鉄男 (Tetsuo: The Iron Man, Shinya Tsukamoto, 1989) is excruciatingly metal in every sense of the word. An intensely horrifying and fast-paced Japanese experimental horror, it tells of various characters being subjected to bizarre biological changes to their bodies involving metal. A surprise hit in part due to the emerging ‘cyberpunk’ genre at the time, as well as its 1970s and ’80s sci-fi horror influences including Eraserhead (David Lynch, 1977) and Videodrome (David Cronenberg, 1983), Tetsuo’s homegrown Japanese horror is aggressively unique.

Tetsuo’s narrative is largely secondary, “unfold(ing) like a series of hallucinations”1 with a sensation of shock value. The film follows a metal fetishist (Tsukamoto) and a salaryman (Tomorowo Taguchi) in a future dystopian Tokyo, who undergo metallic transformations following a series of incidents involving a car accident and a crazed woman with a grotesque metallic hand. As the metal continues to overcome their bodies, what follows is an intensely grotesque story that further emphasises an almost biological treatment of metal, told through a narrative that forgoes traditional structural acts. Tony Rayns describes the structure as “admit[ting] only a few token gestures towards storytelling… Tsukamoto has no interest in [a] reliance on orthodox, melodramatic structures; he draws no distinction between reality and fantasy,”2 conveying its loose, experimental lack of narrative and disregard for continuity.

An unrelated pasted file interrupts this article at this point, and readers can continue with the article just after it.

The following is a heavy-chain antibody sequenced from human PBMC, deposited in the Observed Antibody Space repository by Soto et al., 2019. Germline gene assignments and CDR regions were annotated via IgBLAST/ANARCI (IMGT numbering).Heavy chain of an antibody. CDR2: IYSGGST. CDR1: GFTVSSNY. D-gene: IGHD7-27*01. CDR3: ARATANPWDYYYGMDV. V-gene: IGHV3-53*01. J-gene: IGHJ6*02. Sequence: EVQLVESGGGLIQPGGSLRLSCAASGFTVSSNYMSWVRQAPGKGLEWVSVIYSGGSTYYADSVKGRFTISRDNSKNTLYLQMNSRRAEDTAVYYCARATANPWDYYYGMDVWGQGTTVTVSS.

Tsukamoto’s directing style is uniquely his own twisted evolution of various influences, not one trained by industry experience like Akira Kurosawa (七人の侍, Seven Samurai, 1954) or Ishirō Honda (ゴジラ, Godzilla, 1954). Tsukamoto’s experimental manner of conveying his passionate love of science-fiction, monster films and horror3 bleeds its way into every facet of Tetsuo’s production, feeling like a nightmare film akin to those of experimental horror auteurs like David Lynch or David Cronenberg. Tsukamoto has extensive creative and practical control over his work, as required by the tight budget and practical constraints that Tetsuo was produced under. Cinematographer and actor Kei Fujiwara’s apartment served as the base of operations,4 an arrangement which wore down the crew. This created an antisocial atmosphere of discontent on set which caused many to gradually leave during production, requiring crew members like Taguchi to take on extra jobs such as lighting. Tsukamoto had to spread his duties, extending his personal influence over the film.5 Fujiwara also held a large amount of creative influence on Tetsuo6 yet left the production before it had ended due to creative rifts between her and Tsukamoto. Indeed, Taguchi was the only one aside from Tsukamoto left by the end of production.7